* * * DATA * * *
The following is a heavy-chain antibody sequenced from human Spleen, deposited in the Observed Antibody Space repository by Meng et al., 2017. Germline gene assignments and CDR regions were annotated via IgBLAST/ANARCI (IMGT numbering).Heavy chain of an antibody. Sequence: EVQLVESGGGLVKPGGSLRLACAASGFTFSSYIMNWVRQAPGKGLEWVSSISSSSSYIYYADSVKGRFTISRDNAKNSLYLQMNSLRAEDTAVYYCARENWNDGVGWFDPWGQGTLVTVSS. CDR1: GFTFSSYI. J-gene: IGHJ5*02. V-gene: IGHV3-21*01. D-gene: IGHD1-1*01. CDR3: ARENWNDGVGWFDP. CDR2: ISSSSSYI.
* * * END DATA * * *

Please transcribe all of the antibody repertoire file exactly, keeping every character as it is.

The following is a heavy-chain antibody sequenced from human Spleen, deposited in the Observed Antibody Space repository by Meng et al., 2017. Germline gene assignments and CDR regions were annotated via IgBLAST/ANARCI (IMGT numbering).Heavy chain of an antibody. Sequence: EVQLVESGGGLVKPGGSLRLACAASGFTFSSYIMNWVRQAPGKGLEWVSSISSSSSYIYYADSVKGRFTISRDNAKNSLYLQMNSLRAEDTAVYYCARENWNDGVGWFDPWGQGTLVTVSS. CDR1: GFTFSSYI. J-gene: IGHJ5*02. V-gene: IGHV3-21*01. D-gene: IGHD1-1*01. CDR3: ARENWNDGVGWFDP. CDR2: ISSSSSYI.